In January my friend Professor Kathleen Quinlivan had a celebration in her name at the University of Canterbury. It was fantastic, and she was as sharp and wonderful as ever. A week later she died. Two of my friends have passed away already this year. My optimism that such a cool year as 2020 might mark a turning point for the world is already sagging, in the headlong rush towards multiple diaspora, white supremacism and authoritarianism.
Kathleen was talking at that final session about why schools are as they are: authoritarian, punitive and uniform, despite efforts by so many people to change them. This is such a crucial question, because the culture of our schools is a huge contributor to the social culture. With National set on using ‘angry white males’ to win the election (OMG did you see Simon Bridges at Ratana Pā pitting the working classes against beneficiaries – talk about shades of the 1990s), we can see how schools produce those people, by brutal practices, competition, no civics education, little relevant history and a tolerance for bullying.
Over Christmas I got into yet another battle on Neighbourly about how we talk about each other. The ‘scumbag’ discourse I have mentioned before was widely on display a few weeks ago, when one of my neighbours had their garage broken into and a group of kids did donuts in the RSA car park at Templeton. Many of my neighbours down here are frighteningly punitive, the name-calling is obnoxious. The kids have to be taught a lesson! These responses are visceral and vicious. I mildly said that I found the use of the s-word offensive, and unleashed hell onto my own head, which was très amusant!
Kathleen was also interested, right until the end of her life in the question: “how do people become the people they are?”. There are multiple answers: we are made by our social, economic and cultural contexts; by our family and community values; by our individual instincts and pathways. We are nature and nurture, but in my view, in terms of our attitudes, much more nurture than nature.
It now cannot be ignored, in 2020, that the politics of race has once again raised its ugly head. Even in New Zealand. And, that by exploiting the binaries: worker v beneficiary; good v bad; white v brown and, who knows, gay v straight, pro- versus anti-choice, National is setting up a race war for the election.
And it is looking to be the year, again, of the man. Angry males, legs wide, astride the stage, pronouncing that ‘their’ values rule. It is OK that academic women earn between $200,000 and $400,000 less across their lifetime than male peers, that the pay gap has not died or even withered much, that Māori land taken unfairly stays in white hands, that we continue the headlong rush to ruining the planet, that parliament will once again elect only 40% of female MPs or less, and that the showing in local body elections and among Mayors is much worse.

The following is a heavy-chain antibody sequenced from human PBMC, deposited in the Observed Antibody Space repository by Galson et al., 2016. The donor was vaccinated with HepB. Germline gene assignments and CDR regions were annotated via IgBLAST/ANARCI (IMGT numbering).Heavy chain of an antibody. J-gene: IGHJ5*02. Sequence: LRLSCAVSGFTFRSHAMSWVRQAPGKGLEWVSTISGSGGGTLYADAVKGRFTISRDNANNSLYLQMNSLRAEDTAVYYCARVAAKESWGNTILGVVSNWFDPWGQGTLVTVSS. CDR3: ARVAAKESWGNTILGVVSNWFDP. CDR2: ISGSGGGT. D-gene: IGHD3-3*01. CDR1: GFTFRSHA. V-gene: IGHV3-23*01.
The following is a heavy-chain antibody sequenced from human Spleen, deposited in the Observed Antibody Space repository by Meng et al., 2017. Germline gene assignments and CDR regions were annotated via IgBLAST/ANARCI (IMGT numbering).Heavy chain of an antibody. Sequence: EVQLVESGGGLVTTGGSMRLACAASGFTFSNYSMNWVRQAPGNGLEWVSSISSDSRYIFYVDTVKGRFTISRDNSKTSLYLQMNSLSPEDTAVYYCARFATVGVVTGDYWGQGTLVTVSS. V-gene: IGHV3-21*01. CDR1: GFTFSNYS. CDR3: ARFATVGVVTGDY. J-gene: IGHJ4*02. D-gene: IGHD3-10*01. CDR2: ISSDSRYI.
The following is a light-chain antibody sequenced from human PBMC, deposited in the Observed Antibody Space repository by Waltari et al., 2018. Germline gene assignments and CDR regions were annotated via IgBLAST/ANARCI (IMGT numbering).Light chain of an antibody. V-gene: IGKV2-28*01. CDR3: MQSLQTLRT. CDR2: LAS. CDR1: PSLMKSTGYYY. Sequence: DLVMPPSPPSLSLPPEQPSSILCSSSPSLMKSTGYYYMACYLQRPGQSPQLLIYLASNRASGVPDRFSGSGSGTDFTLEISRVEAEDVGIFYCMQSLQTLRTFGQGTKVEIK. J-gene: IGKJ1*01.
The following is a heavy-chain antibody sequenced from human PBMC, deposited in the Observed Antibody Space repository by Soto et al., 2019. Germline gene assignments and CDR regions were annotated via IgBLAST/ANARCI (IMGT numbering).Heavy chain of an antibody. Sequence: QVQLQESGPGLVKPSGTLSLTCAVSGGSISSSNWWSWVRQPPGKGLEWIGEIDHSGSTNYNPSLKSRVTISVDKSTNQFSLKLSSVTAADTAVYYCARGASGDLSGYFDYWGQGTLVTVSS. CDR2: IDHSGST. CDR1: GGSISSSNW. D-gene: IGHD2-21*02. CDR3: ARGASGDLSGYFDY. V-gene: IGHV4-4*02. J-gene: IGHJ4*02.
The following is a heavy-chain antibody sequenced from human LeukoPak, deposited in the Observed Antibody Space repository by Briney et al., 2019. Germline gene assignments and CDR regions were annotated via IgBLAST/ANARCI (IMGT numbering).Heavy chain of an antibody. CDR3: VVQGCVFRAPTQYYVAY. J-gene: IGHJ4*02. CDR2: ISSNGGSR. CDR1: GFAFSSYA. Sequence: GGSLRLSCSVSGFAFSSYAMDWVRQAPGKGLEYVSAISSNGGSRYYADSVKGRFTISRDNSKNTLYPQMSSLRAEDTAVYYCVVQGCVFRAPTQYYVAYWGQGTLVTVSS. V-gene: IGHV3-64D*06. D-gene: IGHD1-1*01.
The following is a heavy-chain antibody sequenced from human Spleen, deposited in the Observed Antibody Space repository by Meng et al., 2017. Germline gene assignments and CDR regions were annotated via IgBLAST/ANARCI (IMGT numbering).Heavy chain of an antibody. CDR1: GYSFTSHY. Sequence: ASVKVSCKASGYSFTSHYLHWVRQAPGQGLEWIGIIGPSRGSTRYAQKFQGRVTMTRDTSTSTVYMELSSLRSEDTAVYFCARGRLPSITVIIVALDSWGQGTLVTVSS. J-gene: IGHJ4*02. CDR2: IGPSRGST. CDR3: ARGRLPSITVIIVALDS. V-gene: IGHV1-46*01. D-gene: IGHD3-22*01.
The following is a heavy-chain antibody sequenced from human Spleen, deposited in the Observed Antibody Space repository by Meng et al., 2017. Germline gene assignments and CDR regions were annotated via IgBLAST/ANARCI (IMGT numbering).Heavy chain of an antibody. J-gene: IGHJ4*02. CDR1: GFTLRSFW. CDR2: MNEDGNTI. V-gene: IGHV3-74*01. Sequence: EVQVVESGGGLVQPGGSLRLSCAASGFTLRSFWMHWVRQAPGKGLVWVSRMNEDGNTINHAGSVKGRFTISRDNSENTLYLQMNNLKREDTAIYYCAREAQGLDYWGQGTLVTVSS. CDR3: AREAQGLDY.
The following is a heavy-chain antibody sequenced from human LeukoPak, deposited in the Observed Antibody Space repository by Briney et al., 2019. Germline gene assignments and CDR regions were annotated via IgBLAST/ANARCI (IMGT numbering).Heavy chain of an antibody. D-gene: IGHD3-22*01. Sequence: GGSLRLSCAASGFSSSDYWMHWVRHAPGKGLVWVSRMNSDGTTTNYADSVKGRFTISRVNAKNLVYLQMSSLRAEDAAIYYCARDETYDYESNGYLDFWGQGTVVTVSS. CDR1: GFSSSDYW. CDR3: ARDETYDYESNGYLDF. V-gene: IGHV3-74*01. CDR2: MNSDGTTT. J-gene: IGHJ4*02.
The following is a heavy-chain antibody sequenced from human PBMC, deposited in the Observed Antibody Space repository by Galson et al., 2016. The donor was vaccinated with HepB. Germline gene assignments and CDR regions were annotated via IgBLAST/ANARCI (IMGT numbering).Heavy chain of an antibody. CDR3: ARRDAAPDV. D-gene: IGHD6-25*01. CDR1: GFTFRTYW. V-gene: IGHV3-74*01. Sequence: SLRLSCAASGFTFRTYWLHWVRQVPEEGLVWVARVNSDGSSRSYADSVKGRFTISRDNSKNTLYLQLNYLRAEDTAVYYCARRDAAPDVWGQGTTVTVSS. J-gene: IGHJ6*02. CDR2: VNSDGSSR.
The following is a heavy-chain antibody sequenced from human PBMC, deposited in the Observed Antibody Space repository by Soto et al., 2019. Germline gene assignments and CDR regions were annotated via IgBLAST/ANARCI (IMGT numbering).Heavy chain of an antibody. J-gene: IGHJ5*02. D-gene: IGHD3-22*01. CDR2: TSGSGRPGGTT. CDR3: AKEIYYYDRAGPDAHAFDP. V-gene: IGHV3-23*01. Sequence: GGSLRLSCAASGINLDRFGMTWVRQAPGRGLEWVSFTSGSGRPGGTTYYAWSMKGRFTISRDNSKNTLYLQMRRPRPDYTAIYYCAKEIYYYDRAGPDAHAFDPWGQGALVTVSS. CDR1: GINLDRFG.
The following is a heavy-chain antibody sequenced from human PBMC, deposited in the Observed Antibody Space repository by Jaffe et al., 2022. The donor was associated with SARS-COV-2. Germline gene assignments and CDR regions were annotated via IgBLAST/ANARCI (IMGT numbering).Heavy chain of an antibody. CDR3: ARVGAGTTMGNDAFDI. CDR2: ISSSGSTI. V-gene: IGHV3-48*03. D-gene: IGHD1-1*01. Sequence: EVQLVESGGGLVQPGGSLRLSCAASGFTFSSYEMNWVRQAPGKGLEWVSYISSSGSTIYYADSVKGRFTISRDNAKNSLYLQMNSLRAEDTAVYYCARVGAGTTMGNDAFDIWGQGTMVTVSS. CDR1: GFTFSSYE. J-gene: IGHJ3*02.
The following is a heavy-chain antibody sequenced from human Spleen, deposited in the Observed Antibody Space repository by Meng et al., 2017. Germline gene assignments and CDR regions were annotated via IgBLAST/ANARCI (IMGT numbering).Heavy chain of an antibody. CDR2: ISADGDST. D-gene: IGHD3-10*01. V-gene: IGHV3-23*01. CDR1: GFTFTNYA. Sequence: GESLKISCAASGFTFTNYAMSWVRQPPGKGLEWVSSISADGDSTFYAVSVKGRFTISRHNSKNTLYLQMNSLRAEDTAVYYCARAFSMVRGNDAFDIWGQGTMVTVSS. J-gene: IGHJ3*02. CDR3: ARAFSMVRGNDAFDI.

So, you might say, same old, same old… But if the re-assertion of a particular white male hegemony becomes a populist mantra (I know SB is Māori, but his target audience is not) here, influencing the election outcomes, all those struggles will be set back further, and once more those of us supporting and protecting social equality and human rights for all will be on the streets.
I have regained a small sliver of optimism this week over Bob Jones dropping the defamation action against Renae Maihi. I am not sure how it played out. Perhaps his lawyers simply told him he was on a hiding to nothing. But, possibly, in hearing how his attempts at so-called humour were received by Māori and women, he may possibly have gained some insight into how his ‘jokes’ could have material effects on others. Maybe not – there was no apology, no comment at all (but the lawyers probably wouldn’t have let him, in case he became liable for huge costs, which will undoubtedly be claimed).
Jones famously has his own jet, purchased when Air NZ kicked him off a flight for refusing to remove his headphones during the safety briefing. Probably all he has to talk to is the empty seat in front. It is not surprising his views are a little bonkers. More surprising, though, that any newspaper will publish them. Is that all it takes, then, to be rich and white and male, to have even the daftest views published in the mainstream media?
The onset of 2020 and the absence of change and, to be honest, a fear that National may win the election with some ease, has put me in an activist mood. 51% of wealth, power and voice for women! 51% of the seats in parliament at this election for women (50% will do)! Manspreading should be illegal, defined as taking up the space of others, usually in confined spaces, by spreading ones legs as wide as possible, in order to assert mastery over others or the environment. Race and gender, power and politics, these are the things that will define 2020. We must ensure that alternative voices are heard.
Dr Liz Gordon is a researcher and a barrister, with interests in destroying neo-liberalism in all its forms and moving towards a socially just society. She usually blogs on justice, social welfare and education topics.